神刀安全网

An OCaml manifesto – Problems and what's needed for widespread adoption

OCaml 2016 — The State of the Hump

It’s 2016 and we all know functional programming is the path forward. From ReactJS, Elixir, MirageOS, Docker, and Facebook flow to Elm, this style of programming is clearly being widely adopted and needed.

This is my biased viewpoint coming from working in a startup in San Francisco and from running the OCaml meetup group in Silicon Valley. It’s an expression of my frustations in the current environment from speaking to absolute programming beginners to experienced JavaScript programmers (and every variant of C in between). It is not a criticism of any one person or organization, but a critique from a love of the community and OCaml itself.

Getting to the Next Stage

Tools like opam and merlin were desparately needed and got us to what past the what I’d call the first hump, but now we need to get past the second hump; to capture that group of programmers that just need to have a json based HTTP request to work (1 line of code in Python, at least 10 in OCaml + talk about monads). I’m talking about folks that look to introductions to functional programming in Python/JavaScript instead of going directly to OCaml.

What’s missing for wide spread adoption

Here’s the TODO list, order doesn’t mean priority.

These issues also overlap with why a typical SV startup might hesitate to pick OCaml (Some of these issues are being worked on).

  1. An actual ORM. Wrong or right they get stuff done. A nice feature would be something that used a PPX extension to generate type safe SQL and functorized over a backend, starting with Postgresql . Just hasn’t been done. There are things that approximate this but they have various short comings in their own way. Maybe something like [@@deriving pg_insert, pg_select] (thanks hcarty ).

  2. Typical middleware needed for web application backends. We need something like nodejs ‘s express. Something that instantly handles 30k+ connections, like I can with 30 lines of JavaScript in Node.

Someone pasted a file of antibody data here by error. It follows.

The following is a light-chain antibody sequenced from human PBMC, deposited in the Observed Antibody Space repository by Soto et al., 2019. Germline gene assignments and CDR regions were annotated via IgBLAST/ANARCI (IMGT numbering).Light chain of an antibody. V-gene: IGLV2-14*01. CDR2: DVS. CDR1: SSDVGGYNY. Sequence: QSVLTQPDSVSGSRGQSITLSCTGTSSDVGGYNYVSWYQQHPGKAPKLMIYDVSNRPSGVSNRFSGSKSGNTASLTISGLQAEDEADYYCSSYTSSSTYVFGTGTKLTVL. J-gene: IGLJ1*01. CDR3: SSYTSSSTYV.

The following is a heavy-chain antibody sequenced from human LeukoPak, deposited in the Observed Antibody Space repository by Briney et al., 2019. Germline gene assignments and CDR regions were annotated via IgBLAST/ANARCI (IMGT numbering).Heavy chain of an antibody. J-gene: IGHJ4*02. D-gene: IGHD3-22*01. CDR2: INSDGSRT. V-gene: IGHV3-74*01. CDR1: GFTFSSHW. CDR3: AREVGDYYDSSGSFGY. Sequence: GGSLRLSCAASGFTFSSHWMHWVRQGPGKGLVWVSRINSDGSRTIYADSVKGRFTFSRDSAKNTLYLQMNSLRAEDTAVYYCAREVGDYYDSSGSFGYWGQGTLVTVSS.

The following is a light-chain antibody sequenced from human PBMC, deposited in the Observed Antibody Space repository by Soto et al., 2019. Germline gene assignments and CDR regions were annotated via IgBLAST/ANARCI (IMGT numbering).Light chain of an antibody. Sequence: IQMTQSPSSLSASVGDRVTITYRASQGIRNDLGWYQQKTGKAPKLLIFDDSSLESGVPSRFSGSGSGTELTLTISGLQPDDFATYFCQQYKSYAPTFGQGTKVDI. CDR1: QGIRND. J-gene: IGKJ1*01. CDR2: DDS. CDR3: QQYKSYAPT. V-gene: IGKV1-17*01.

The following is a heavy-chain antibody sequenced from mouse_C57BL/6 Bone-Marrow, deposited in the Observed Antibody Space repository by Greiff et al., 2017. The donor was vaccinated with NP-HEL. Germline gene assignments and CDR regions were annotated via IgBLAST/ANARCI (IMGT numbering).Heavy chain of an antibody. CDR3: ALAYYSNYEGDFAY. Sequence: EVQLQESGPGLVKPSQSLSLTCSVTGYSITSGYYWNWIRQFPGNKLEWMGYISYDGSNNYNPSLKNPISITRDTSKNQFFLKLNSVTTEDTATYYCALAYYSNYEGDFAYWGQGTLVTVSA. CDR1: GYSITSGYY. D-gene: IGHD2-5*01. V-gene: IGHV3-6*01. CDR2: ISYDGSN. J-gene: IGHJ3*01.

3. Documentation, documentation, documentation. We have amazing tools like js_of_ocaml but the documentation is lacking and only the most determined hackers stay.

  4. A web framework in the spirit of Django or Rails. (And please not something that reaches Yesod levels of mental abstraction).

  5. js_of_ocaml or bucklescript bindings to ReactJS , that would be ideal.

  6. Namespaces. This is a problem right now, name something dispatch.ml and use a transitive dependency that also defines dispatch. Boom.

  7. A friendlier attitude towards web development. Many people still think web coding is lame or not serious. That’s wrong, web programming is amazing and much innovation comes out of web programming.

  8. Core libs like Lwt need love and care, and there are simply not enough hands to go around at the moment and that’s a real shame since big projects like mirage are built on top of Lwt .

  9. Marketing. Haskell blows us out of the water in name recognition, and there’s no reason why we can’t have that level of recogition as well.

  10. The build situation is pretty bad. We have too many build tools with no consensus on building code. Explaining all of them at once to programmers coming from interpreted languages is a big time suck.

  11. Windows support.

  12. A non-monadic HTTP library, maybe cohttp.unix .

  13. Multicore.

Optimism

The more people we can get into OCaml, the more these problems go away -> more people means more $$$ and hands.

The OCaml community is made up of many friendly and incredibly talented people. I’m sure we can overcome these difficulties. 2016 is going to be OCaml’s year, no doubt.

转载本站任何文章请注明:转载至神刀安全网,谢谢神刀安全网 » An OCaml manifesto – Problems and what's needed for widespread adoption

分享到:更多 ()

评论 抢沙发

  • 昵称 (必填)
  • 邮箱 (必填)
  • 网址
分享按钮